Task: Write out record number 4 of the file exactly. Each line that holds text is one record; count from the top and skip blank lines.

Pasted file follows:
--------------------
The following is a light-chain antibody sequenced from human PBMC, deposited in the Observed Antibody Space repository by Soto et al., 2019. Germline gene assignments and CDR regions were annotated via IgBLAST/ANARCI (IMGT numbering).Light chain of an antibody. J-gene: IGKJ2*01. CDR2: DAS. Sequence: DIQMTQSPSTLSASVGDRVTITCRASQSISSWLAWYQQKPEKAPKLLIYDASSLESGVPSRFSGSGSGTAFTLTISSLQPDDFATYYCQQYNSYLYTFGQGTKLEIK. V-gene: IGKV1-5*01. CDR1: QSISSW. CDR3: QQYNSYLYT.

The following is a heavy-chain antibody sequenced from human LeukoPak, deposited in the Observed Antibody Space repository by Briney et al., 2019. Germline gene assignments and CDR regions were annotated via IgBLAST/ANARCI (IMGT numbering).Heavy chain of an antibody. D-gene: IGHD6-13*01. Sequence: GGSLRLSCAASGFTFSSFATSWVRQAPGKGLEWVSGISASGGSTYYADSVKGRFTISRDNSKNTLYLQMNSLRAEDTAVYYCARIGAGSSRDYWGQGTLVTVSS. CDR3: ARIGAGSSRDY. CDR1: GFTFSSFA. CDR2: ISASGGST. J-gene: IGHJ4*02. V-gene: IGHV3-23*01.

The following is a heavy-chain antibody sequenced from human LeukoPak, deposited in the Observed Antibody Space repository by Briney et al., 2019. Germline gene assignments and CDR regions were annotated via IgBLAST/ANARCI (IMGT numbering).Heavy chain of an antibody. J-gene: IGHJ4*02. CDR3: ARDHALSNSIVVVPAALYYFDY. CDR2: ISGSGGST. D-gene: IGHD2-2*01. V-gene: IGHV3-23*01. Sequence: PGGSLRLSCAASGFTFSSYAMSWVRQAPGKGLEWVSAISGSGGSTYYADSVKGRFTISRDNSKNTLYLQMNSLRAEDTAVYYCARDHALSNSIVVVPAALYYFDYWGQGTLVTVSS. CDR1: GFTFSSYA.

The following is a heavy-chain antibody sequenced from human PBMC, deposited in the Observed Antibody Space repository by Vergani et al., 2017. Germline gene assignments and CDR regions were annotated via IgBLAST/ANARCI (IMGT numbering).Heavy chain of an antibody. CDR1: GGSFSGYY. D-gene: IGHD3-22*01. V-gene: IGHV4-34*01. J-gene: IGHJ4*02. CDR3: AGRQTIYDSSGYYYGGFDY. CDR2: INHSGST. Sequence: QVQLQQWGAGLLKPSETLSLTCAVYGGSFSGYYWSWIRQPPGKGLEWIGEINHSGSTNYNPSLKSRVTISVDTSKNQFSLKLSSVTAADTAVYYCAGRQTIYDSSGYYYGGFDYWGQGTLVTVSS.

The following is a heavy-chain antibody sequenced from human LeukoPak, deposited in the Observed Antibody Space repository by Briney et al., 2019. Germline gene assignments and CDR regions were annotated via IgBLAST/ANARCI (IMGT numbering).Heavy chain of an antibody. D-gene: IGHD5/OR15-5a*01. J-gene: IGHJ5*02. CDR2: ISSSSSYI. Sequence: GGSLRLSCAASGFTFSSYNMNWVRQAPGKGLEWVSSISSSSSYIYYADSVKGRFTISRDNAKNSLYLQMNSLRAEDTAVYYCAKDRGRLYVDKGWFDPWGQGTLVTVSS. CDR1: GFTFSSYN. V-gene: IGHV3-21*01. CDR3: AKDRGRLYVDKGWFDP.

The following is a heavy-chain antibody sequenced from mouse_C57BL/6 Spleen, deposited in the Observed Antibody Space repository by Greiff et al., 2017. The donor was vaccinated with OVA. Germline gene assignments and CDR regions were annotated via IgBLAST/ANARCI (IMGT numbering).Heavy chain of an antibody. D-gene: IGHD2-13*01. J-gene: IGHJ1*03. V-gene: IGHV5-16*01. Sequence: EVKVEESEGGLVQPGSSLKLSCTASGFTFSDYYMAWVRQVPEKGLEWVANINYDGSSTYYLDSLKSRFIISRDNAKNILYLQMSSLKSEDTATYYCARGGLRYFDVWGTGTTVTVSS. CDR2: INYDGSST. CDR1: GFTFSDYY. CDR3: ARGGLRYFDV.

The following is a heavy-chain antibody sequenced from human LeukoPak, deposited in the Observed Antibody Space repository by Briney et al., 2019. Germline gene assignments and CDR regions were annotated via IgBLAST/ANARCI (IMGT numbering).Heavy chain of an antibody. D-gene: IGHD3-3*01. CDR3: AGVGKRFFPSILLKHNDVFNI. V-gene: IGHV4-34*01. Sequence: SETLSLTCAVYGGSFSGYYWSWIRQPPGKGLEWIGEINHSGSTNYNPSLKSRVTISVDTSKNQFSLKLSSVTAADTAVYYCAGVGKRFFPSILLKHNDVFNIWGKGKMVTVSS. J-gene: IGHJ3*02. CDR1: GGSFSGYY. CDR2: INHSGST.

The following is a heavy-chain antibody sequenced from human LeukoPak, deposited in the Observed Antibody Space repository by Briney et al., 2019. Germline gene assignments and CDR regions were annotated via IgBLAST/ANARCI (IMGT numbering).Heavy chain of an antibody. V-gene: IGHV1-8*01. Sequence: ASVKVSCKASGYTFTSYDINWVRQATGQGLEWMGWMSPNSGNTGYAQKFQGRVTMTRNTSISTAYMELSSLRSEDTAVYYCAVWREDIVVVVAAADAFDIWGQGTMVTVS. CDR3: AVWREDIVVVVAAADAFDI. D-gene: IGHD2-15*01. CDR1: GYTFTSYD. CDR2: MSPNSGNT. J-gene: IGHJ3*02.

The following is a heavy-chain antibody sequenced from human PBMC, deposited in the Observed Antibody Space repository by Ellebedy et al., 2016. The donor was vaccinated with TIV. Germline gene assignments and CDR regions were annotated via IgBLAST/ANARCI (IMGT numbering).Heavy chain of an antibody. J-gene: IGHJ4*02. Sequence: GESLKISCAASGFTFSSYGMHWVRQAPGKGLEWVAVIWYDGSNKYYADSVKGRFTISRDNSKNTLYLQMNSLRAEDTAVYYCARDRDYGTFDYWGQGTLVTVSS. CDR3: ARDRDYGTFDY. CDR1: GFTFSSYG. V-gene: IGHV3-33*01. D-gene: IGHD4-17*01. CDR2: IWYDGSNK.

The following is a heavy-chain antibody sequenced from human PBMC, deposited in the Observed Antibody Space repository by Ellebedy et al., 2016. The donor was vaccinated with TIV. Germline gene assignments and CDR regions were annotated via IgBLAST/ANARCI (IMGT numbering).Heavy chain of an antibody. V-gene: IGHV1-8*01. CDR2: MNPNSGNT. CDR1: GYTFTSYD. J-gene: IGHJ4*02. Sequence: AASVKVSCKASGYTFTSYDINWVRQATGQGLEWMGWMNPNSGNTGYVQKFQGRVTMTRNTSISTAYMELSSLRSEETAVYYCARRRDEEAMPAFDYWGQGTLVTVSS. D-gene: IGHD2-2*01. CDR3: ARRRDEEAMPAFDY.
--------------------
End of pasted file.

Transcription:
The following is a heavy-chain antibody sequenced from human PBMC, deposited in the Observed Antibody Space repository by Vergani et al., 2017. Germline gene assignments and CDR regions were annotated via IgBLAST/ANARCI (IMGT numbering).Heavy chain of an antibody. CDR1: GGSFSGYY. D-gene: IGHD3-22*01. V-gene: IGHV4-34*01. J-gene: IGHJ4*02. CDR3: AGRQTIYDSSGYYYGGFDY. CDR2: INHSGST. Sequence: QVQLQQWGAGLLKPSETLSLTCAVYGGSFSGYYWSWIRQPPGKGLEWIGEINHSGSTNYNPSLKSRVTISVDTSKNQFSLKLSSVTAADTAVYYCAGRQTIYDSSGYYYGGFDYWGQGTLVTVSS.